For 15 years, Dorothy Atkins kept a diary during her long train rides back and forth to work as a project manager at a large San Francisco bank. "I always used commuting time to write out my hopes and desires," Atkins says. She also did a lot of drawing, illustrating "pearls of wisdom" imparted from friends and family, sometimes even making a card for a friend from the scribbles.
When Atkins was offered a buyout in 2002 at age 60, she was caught off guard. "The package scared me to death. I had not planned for not working," she says. After meeting with human resources to discuss her options, she went to Nordstrom (JWN) and took comfort from a little shell-shocked shopping, buying a pair of shoes and some Godiva chocolate. Later that week, after reality had sunk in, she consulted her wish book and realized she wanted to turn her doodles into greeting cards.
Now Atkins has a successful company called From Where I Sit. Her cards are sold in museums and high-end boutiques. Her income doesn't match her old salary, but provides a good supplement to her retirement savings.
More older workers are trying to make second or third careers work. The unemployment rate for persons aged 55 and over hit 7% in October, continuing the recent trend of high jobless rates for older persons not seen since the late 1940s, according to an analysis of Labor Dept. data by Sara Rix of AARP's Public Policy Institute. The average period of unemployment is nearly 34 weeks for older job seekers, more than 13 weeks longer than it was at the start of the recession. "The chance of a 60-year-old finding an ad on Craigslist that says, 'Wanted: Vice-president of marketing and sales. Must be 60 to apply' doesn't exist, so you might as well take your skill set and make it into an encore career," says Mary Furlong, a baby-boomer marketing expert and author of Turning Silver into Gold: How to Profit in the New Boomer Marketplace.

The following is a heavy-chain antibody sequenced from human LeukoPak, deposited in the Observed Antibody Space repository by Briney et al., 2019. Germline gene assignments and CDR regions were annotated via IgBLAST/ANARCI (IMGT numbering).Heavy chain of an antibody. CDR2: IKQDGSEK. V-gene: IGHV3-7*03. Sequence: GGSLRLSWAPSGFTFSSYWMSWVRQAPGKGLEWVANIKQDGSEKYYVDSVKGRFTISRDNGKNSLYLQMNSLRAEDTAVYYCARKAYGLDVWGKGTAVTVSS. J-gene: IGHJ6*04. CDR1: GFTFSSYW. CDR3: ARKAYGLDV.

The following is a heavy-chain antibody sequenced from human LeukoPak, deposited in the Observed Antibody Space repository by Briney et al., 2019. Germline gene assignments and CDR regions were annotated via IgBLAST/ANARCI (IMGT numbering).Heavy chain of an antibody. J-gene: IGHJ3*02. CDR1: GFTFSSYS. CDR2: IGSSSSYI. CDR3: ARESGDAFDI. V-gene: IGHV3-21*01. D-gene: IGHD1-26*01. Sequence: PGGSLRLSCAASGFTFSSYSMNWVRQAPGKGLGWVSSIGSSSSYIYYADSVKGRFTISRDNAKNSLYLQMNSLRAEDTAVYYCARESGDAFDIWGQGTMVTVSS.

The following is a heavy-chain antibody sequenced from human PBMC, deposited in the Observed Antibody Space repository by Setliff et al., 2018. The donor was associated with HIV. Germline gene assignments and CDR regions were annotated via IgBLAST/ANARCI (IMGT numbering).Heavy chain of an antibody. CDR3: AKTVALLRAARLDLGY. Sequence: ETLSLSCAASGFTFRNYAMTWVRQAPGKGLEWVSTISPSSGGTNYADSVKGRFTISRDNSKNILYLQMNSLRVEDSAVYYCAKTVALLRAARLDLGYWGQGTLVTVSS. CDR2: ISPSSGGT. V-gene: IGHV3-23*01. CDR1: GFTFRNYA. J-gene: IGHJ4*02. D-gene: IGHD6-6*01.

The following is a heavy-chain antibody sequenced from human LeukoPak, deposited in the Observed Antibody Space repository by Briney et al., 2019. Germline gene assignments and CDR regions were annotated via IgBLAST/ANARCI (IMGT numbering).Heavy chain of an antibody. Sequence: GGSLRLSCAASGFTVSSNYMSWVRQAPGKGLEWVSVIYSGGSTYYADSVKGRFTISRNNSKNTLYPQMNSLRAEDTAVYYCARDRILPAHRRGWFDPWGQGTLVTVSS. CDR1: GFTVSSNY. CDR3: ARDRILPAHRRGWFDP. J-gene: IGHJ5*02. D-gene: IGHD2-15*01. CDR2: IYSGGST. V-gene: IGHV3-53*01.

Making a leap into a second or third career may mean taking financial risks. Some people use severance payments as seed money. Others tap credit cards, family, savings, even retirement accounts. Dipping into reserves to fund the next stage of your life may not feel great when cash flow is a concern. But it's often necessary.
Melding Expertise Ideally, a later-in-life career change means turning a passion into a profit-making enterprise, as Atkins was able to do. It also often involves finding a way to blend different areas of expertise, which is what Laurie Orlov is doing. From 1998 to 2007, Orlov was an analyst at Forrester Research (FORR), a technology research firm. A well-respected figure in the tech arena, she also served as the primary caregiver for her mother, even self-publishing a book for caregivers called When Your Parents Need Elder Care: Lessons From The Front Lines (it cost $1,500 to produce). After her mom died in 2006, Orlov moved to Florida and began thinking of ways to meld her skills. Last March, she launched Aging in Place Technology Watch, a research firm analyzing the market for technologies that help boomers and seniors stay in their homes.